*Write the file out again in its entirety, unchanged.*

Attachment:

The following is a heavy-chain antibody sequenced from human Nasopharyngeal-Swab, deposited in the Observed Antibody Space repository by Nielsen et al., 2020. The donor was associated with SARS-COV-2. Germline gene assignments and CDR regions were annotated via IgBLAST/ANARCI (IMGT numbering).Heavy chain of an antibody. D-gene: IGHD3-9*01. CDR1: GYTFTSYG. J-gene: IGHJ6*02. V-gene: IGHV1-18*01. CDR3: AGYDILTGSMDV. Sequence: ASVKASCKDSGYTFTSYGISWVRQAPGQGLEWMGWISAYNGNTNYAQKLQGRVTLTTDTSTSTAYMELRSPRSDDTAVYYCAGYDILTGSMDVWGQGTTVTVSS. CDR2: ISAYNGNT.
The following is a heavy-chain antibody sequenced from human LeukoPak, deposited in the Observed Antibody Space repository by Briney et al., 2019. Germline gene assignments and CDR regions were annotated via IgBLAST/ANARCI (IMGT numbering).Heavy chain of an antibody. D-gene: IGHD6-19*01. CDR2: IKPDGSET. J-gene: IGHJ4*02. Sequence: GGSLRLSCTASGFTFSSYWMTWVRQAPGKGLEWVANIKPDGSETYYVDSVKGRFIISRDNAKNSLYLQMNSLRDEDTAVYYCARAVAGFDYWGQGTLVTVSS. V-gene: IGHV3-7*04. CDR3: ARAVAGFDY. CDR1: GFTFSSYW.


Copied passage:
The following is a heavy-chain antibody sequenced from human Nasopharyngeal-Swab, deposited in the Observed Antibody Space repository by Nielsen et al., 2020. The donor was associated with SARS-COV-2. Germline gene assignments and CDR regions were annotated via IgBLAST/ANARCI (IMGT numbering).Heavy chain of an antibody. D-gene: IGHD3-9*01. CDR1: GYTFTSYG. J-gene: IGHJ6*02. V-gene: IGHV1-18*01. CDR3: AGYDILTGSMDV. Sequence: ASVKASCKDSGYTFTSYGISWVRQAPGQGLEWMGWISAYNGNTNYAQKLQGRVTLTTDTSTSTAYMELRSPRSDDTAVYYCAGYDILTGSMDVWGQGTTVTVSS. CDR2: ISAYNGNT.
The following is a heavy-chain antibody sequenced from human LeukoPak, deposited in the Observed Antibody Space repository by Briney et al., 2019. Germline gene assignments and CDR regions were annotated via IgBLAST/ANARCI (IMGT numbering).Heavy chain of an antibody. D-gene: IGHD6-19*01. CDR2: IKPDGSET. J-gene: IGHJ4*02. Sequence: GGSLRLSCTASGFTFSSYWMTWVRQAPGKGLEWVANIKPDGSETYYVDSVKGRFIISRDNAKNSLYLQMNSLRDEDTAVYYCARAVAGFDYWGQGTLVTVSS. V-gene: IGHV3-7*04. CDR3: ARAVAGFDY. CDR1: GFTFSSYW.